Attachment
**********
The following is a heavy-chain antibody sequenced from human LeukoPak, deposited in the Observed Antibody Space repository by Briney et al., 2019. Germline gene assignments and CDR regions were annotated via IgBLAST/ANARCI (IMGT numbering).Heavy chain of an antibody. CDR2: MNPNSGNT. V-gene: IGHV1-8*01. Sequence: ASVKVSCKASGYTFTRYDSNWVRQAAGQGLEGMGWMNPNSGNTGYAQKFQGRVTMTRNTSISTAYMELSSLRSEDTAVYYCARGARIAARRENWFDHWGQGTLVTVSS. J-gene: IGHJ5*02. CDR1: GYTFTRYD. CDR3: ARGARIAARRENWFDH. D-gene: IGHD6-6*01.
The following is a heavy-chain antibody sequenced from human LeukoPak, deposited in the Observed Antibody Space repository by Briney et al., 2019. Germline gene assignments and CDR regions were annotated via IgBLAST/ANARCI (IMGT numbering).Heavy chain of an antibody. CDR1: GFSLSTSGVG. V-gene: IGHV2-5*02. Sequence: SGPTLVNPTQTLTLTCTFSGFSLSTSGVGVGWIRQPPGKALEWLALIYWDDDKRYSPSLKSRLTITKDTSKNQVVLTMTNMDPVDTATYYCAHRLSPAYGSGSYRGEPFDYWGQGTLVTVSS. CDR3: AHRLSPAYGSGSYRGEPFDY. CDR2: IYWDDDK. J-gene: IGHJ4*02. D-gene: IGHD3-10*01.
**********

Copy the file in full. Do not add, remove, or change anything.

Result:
The following is a heavy-chain antibody sequenced from human LeukoPak, deposited in the Observed Antibody Space repository by Briney et al., 2019. Germline gene assignments and CDR regions were annotated via IgBLAST/ANARCI (IMGT numbering).Heavy chain of an antibody. CDR2: MNPNSGNT. V-gene: IGHV1-8*01. Sequence: ASVKVSCKASGYTFTRYDSNWVRQAAGQGLEGMGWMNPNSGNTGYAQKFQGRVTMTRNTSISTAYMELSSLRSEDTAVYYCARGARIAARRENWFDHWGQGTLVTVSS. J-gene: IGHJ5*02. CDR1: GYTFTRYD. CDR3: ARGARIAARRENWFDH. D-gene: IGHD6-6*01.
The following is a heavy-chain antibody sequenced from human LeukoPak, deposited in the Observed Antibody Space repository by Briney et al., 2019. Germline gene assignments and CDR regions were annotated via IgBLAST/ANARCI (IMGT numbering).Heavy chain of an antibody. CDR1: GFSLSTSGVG. V-gene: IGHV2-5*02. Sequence: SGPTLVNPTQTLTLTCTFSGFSLSTSGVGVGWIRQPPGKALEWLALIYWDDDKRYSPSLKSRLTITKDTSKNQVVLTMTNMDPVDTATYYCAHRLSPAYGSGSYRGEPFDYWGQGTLVTVSS. CDR3: AHRLSPAYGSGSYRGEPFDY. CDR2: IYWDDDK. J-gene: IGHJ4*02. D-gene: IGHD3-10*01.